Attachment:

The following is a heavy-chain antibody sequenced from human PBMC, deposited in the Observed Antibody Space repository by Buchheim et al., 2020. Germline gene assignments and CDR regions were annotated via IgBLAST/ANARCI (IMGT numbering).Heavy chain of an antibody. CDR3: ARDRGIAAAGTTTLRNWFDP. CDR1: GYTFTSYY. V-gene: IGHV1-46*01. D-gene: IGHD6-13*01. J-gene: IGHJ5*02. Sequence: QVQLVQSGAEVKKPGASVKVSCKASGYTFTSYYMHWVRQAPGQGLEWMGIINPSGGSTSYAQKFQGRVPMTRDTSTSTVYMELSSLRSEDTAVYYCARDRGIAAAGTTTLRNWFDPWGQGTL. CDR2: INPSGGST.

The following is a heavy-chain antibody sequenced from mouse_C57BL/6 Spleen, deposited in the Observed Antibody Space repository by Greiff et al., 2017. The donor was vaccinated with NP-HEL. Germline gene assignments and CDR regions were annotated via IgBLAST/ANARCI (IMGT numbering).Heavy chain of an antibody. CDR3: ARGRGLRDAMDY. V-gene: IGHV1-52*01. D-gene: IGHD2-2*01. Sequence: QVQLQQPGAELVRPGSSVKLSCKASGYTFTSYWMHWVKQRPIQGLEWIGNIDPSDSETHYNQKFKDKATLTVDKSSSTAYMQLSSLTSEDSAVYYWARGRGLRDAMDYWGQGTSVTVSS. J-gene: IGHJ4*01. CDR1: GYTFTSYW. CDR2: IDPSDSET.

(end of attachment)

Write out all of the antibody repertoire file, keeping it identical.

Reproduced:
The following is a heavy-chain antibody sequenced from human PBMC, deposited in the Observed Antibody Space repository by Buchheim et al., 2020. Germline gene assignments and CDR regions were annotated via IgBLAST/ANARCI (IMGT numbering).Heavy chain of an antibody. CDR3: ARDRGIAAAGTTTLRNWFDP. CDR1: GYTFTSYY. V-gene: IGHV1-46*01. D-gene: IGHD6-13*01. J-gene: IGHJ5*02. Sequence: QVQLVQSGAEVKKPGASVKVSCKASGYTFTSYYMHWVRQAPGQGLEWMGIINPSGGSTSYAQKFQGRVPMTRDTSTSTVYMELSSLRSEDTAVYYCARDRGIAAAGTTTLRNWFDPWGQGTL. CDR2: INPSGGST.

The following is a heavy-chain antibody sequenced from mouse_C57BL/6 Spleen, deposited in the Observed Antibody Space repository by Greiff et al., 2017. The donor was vaccinated with NP-HEL. Germline gene assignments and CDR regions were annotated via IgBLAST/ANARCI (IMGT numbering).Heavy chain of an antibody. CDR3: ARGRGLRDAMDY. V-gene: IGHV1-52*01. D-gene: IGHD2-2*01. Sequence: QVQLQQPGAELVRPGSSVKLSCKASGYTFTSYWMHWVKQRPIQGLEWIGNIDPSDSETHYNQKFKDKATLTVDKSSSTAYMQLSSLTSEDSAVYYWARGRGLRDAMDYWGQGTSVTVSS. J-gene: IGHJ4*01. CDR1: GYTFTSYW. CDR2: IDPSDSET.